Last year, Reedy was invited to apply for the Southlake-Carroll Independent School District superintendent and was a finalist for the job. “I felt like I was coming to an age where, if I was going to be a superintendent, it was time,” he says. “But it's a blessing that I wasn’t chosen, because my heart was here. It's also a blessing to be able to stay in one place and move up. My family turned down every job offer throughout the years so we could stay in Frisco.”
Reedy's three sons have all attended Frisco schools from kindergarten up. Matt was the valedictorian of the Class of ‘92. Blake graduated last year, and Ross is a junior at Frisco High School. Judith, his wife of 27 years, whom Reedy calls “a positive influence in my life,” is working on her master's degree from Perkins School of Theology at Southern Methodist University and has been appointed associate pastor of the First United Methodist Church of Plano.
Reedy holds bachelor’s, master’s and doctorate degrees from East Texas State University, with a resume that includes pages of professional, church and community activities.
Knowing as many people as possible, including students, in this rapidly growing community is a top priority for Reedy as he takes the helm. “I need to be visible on campus. It's important that people know me by name. If somebody needs me, I'm available – they can reach me. People who move here want to have a connection and they want to know their leaders.”
Frisco's recent phenomenal growth and even more incredible growth projections don't intimidate Reedy, who says the school district has a vision for how it can grow and prosper. I’m excited about being able to retain small-town values in a larger setting. I don't think we have to succumb to much of the negative that sometimes comes out of rapid growth. By working with the city, developers and parent groups, I really think you can keep the community unified.
We have done a good job of acclimating so many people to Frisco customs and traditions,” he adds. “I see people moving in who share our small-town values. They're not coming in with the intention of changing things but of becoming part of the fold. That doesn't always happen in growing communities.”
Bright people, he notes, are adaptable to growth situations, and he believes Frisco is well-equipped to not only meet the challenge but thrive while doing so.
Reedy is especially proud of the school district's ability to keep pace with this increasingly sophisticated and demanding world, as demonstrated by an improvement in programs at both the elementary and secondary levels, the addition of honors and advanced-placement courses, improvement in standardized test scores and growth in extracurricular programs.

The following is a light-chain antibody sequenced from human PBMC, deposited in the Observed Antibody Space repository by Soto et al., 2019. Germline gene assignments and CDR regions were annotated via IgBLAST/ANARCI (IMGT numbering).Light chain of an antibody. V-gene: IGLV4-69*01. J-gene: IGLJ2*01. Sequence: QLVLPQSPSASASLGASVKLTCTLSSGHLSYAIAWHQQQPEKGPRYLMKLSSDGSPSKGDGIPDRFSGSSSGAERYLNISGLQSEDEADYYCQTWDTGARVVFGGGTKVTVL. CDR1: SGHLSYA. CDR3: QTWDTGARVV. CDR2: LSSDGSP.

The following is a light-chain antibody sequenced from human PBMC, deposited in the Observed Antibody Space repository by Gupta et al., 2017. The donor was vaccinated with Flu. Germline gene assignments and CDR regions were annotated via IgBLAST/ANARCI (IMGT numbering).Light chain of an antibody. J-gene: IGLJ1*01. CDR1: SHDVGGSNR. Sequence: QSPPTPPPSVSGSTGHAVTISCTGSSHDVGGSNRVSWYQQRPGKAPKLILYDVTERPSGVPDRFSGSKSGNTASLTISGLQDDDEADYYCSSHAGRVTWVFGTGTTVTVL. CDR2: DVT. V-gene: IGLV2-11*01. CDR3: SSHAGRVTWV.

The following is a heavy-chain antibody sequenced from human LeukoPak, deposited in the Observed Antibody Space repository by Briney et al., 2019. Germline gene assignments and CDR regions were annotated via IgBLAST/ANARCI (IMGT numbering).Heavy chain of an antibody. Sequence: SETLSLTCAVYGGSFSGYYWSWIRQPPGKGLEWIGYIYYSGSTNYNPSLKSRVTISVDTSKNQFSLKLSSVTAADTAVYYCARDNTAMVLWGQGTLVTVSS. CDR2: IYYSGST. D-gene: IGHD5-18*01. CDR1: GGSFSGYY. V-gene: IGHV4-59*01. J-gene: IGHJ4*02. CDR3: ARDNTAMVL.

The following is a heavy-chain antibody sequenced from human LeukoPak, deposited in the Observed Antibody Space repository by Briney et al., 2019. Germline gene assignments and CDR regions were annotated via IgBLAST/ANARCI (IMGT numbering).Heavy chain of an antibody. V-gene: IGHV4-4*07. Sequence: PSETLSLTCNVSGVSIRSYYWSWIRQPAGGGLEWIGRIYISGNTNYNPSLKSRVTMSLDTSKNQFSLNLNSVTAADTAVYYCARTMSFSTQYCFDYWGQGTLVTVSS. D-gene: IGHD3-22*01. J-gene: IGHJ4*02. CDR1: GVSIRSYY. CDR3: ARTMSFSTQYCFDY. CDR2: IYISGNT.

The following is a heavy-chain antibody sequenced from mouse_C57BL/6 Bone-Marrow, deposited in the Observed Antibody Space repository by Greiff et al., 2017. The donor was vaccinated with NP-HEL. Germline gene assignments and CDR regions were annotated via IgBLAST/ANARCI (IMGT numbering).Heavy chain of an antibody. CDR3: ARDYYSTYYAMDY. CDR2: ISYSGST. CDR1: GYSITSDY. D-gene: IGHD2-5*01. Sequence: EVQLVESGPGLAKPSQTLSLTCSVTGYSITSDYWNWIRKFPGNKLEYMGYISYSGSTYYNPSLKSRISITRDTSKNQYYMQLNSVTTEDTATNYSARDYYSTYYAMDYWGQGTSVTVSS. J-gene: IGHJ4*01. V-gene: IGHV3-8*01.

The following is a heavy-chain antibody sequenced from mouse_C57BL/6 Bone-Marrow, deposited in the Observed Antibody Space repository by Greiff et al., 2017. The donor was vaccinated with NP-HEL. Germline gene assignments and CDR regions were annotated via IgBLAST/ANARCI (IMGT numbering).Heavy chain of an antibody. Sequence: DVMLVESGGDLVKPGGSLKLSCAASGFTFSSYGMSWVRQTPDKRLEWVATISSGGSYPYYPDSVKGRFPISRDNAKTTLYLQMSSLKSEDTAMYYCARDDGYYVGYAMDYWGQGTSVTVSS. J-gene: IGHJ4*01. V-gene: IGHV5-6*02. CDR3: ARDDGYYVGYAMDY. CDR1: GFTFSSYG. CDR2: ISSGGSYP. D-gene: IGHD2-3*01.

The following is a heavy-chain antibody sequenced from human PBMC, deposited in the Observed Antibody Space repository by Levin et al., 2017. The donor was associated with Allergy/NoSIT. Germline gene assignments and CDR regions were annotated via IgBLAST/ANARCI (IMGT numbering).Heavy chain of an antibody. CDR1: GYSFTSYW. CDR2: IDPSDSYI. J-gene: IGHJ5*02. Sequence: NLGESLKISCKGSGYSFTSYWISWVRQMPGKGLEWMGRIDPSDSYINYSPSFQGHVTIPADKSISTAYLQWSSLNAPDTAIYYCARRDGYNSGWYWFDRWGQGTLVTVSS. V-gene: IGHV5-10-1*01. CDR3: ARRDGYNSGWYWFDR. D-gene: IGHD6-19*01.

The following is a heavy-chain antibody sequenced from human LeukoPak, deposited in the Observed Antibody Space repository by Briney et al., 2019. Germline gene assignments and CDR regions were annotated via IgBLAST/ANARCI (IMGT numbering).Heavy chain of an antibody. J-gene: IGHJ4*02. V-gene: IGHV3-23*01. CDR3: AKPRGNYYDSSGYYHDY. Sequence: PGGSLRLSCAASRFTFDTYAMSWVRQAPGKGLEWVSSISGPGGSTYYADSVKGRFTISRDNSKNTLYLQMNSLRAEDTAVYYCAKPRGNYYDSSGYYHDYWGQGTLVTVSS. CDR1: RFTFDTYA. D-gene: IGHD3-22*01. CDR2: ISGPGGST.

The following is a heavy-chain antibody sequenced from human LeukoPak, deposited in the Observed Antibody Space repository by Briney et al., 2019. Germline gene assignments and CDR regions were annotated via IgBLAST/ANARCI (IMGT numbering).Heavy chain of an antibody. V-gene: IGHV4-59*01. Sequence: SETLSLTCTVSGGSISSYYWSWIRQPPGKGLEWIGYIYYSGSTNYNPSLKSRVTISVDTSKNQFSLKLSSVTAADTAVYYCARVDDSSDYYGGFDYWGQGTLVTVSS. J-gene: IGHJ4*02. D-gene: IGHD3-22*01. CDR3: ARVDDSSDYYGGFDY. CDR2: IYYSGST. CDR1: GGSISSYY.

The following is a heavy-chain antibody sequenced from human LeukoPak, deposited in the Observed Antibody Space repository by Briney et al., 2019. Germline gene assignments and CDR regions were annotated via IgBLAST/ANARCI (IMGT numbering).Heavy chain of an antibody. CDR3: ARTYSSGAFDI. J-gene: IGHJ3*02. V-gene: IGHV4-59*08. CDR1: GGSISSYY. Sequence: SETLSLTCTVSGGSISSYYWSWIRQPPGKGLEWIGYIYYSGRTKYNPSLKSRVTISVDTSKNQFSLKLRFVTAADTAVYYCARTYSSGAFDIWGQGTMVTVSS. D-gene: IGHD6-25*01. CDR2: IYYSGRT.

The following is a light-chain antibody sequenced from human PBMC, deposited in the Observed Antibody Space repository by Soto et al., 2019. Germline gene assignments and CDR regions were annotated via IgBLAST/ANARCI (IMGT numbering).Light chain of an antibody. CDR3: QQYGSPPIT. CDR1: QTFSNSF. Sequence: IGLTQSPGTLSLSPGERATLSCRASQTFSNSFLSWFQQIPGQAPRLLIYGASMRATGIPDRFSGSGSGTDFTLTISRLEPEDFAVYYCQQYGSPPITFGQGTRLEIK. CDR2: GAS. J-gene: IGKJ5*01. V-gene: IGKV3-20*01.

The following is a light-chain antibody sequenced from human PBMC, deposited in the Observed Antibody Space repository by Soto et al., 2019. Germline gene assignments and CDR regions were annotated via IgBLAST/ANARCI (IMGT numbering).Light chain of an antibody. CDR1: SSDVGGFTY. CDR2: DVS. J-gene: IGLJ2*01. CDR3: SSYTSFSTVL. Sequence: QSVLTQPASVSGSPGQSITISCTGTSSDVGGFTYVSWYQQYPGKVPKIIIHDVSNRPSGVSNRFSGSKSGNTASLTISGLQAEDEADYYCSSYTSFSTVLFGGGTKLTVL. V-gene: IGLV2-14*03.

The job of schools and educators, he maintains, is to “mold, love and nurture our students, and if they're a credit to the human race when we get done, then we've done our job. Our goal is to make a difference in the lives of our children.”
Creating a school system that is world-class – “by any standard” – is Reedy's mission. “My adrenaline is flowing,” he says with a reassuring combination of calm confidence and eager anticipation.
Lori Fairchild is a Collin County-based editor and writer, and former editor of Frisco STYLE Magazine.
As impressive and contemporary as Frisco's newer school facilities are, this is a community that values traditions as well as progress. Maybe that's why what is now referred to as "the Old Middle School" is not only still standing, but is also being well-preserved and put to good use. There are even plans for a functional future for the aging piece of mission-style architecture.
"It has a very humanistic scale to it, and the use of materials is appropriate," notes Lawrence Wood, an architect with the local firm of Phelps/Wood. "It has a good scale relationship for the parts, and a lot of articulated detailing that is impossible to obtain today – much less find a craftsman to do that type work."
Located at 6928 Maple, the school was built in 1938 by the Works Progress Administration (later to be known as the Work Projects Administration), a government agency created to put unemployed people to work on public projects during the Great Depression.
Reba Carroll is a lifelong Frisco resident who has fond memories of the entire history of this unique building.
The school was originally built to house grades 1 through 11 – there was no 12th grade until 1940. Carroll was one of the 28 graduates of the Class of '49. Through the years, as the student population grew, the school housed fewer and fewer grades, finally leaving only grades 6-8. Last year when the new high school opened at 6401 Parkwood, the middle school moved into the old – but newly renovated – high school facility at No. 1 Coon Lane.
As the administration building next door underwent renovations this past year, the offices were moved temporarily into the Old Middle School. As secretary to the superintendent, Reba (pictured right) has worked, until recently, in the same room where she attended study hall as a young girl. They recently were moved back into their newly renovated quarters, and the Old Middle School is being readied for another era. In its next life, the building maybe used as a sixth-grade center; what once was large enough for an entire schood district can now hold only a single grade.